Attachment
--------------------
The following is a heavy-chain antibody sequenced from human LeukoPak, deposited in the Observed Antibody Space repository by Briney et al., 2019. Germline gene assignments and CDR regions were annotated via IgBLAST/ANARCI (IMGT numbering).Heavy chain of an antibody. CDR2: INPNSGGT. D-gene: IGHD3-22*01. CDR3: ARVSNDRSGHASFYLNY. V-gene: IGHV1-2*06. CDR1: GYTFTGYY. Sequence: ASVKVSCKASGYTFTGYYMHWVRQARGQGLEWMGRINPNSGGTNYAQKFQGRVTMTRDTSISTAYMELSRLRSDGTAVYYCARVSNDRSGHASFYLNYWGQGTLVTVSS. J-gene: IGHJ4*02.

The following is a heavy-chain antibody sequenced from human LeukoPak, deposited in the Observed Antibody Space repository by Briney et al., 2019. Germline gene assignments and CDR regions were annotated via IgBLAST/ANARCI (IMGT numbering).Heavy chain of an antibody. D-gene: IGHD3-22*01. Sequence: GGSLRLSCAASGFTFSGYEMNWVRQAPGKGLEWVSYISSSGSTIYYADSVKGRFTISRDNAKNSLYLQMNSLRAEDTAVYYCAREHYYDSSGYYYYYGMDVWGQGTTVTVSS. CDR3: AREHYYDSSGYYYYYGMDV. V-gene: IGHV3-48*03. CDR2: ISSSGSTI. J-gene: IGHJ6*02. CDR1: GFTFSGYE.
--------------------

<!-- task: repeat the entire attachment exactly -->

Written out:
The following is a heavy-chain antibody sequenced from human LeukoPak, deposited in the Observed Antibody Space repository by Briney et al., 2019. Germline gene assignments and CDR regions were annotated via IgBLAST/ANARCI (IMGT numbering).Heavy chain of an antibody. CDR2: INPNSGGT. D-gene: IGHD3-22*01. CDR3: ARVSNDRSGHASFYLNY. V-gene: IGHV1-2*06. CDR1: GYTFTGYY. Sequence: ASVKVSCKASGYTFTGYYMHWVRQARGQGLEWMGRINPNSGGTNYAQKFQGRVTMTRDTSISTAYMELSRLRSDGTAVYYCARVSNDRSGHASFYLNYWGQGTLVTVSS. J-gene: IGHJ4*02.

The following is a heavy-chain antibody sequenced from human LeukoPak, deposited in the Observed Antibody Space repository by Briney et al., 2019. Germline gene assignments and CDR regions were annotated via IgBLAST/ANARCI (IMGT numbering).Heavy chain of an antibody. D-gene: IGHD3-22*01. Sequence: GGSLRLSCAASGFTFSGYEMNWVRQAPGKGLEWVSYISSSGSTIYYADSVKGRFTISRDNAKNSLYLQMNSLRAEDTAVYYCAREHYYDSSGYYYYYGMDVWGQGTTVTVSS. CDR3: AREHYYDSSGYYYYYGMDV. V-gene: IGHV3-48*03. CDR2: ISSSGSTI. J-gene: IGHJ6*02. CDR1: GFTFSGYE.